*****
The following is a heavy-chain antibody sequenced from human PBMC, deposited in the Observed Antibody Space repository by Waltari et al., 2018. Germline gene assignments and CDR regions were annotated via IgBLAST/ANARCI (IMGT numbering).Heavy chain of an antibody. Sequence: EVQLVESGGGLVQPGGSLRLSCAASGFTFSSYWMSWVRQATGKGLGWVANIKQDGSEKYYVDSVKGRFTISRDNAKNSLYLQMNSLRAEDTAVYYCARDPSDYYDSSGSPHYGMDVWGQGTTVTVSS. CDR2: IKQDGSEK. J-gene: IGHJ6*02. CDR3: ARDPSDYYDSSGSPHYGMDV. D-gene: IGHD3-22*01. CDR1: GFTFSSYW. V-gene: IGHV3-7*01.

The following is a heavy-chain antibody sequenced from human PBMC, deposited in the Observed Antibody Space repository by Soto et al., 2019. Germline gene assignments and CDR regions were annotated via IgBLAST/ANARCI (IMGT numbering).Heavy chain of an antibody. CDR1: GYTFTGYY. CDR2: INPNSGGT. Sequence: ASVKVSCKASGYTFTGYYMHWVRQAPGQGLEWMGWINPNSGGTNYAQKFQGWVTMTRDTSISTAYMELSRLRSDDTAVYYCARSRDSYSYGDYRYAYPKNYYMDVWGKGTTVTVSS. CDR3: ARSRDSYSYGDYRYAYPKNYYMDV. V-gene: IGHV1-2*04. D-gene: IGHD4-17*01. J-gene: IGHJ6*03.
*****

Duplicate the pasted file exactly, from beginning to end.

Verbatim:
The following is a heavy-chain antibody sequenced from human PBMC, deposited in the Observed Antibody Space repository by Waltari et al., 2018. Germline gene assignments and CDR regions were annotated via IgBLAST/ANARCI (IMGT numbering).Heavy chain of an antibody. Sequence: EVQLVESGGGLVQPGGSLRLSCAASGFTFSSYWMSWVRQATGKGLGWVANIKQDGSEKYYVDSVKGRFTISRDNAKNSLYLQMNSLRAEDTAVYYCARDPSDYYDSSGSPHYGMDVWGQGTTVTVSS. CDR2: IKQDGSEK. J-gene: IGHJ6*02. CDR3: ARDPSDYYDSSGSPHYGMDV. D-gene: IGHD3-22*01. CDR1: GFTFSSYW. V-gene: IGHV3-7*01.

The following is a heavy-chain antibody sequenced from human PBMC, deposited in the Observed Antibody Space repository by Soto et al., 2019. Germline gene assignments and CDR regions were annotated via IgBLAST/ANARCI (IMGT numbering).Heavy chain of an antibody. CDR1: GYTFTGYY. CDR2: INPNSGGT. Sequence: ASVKVSCKASGYTFTGYYMHWVRQAPGQGLEWMGWINPNSGGTNYAQKFQGWVTMTRDTSISTAYMELSRLRSDDTAVYYCARSRDSYSYGDYRYAYPKNYYMDVWGKGTTVTVSS. CDR3: ARSRDSYSYGDYRYAYPKNYYMDV. V-gene: IGHV1-2*04. D-gene: IGHD4-17*01. J-gene: IGHJ6*03.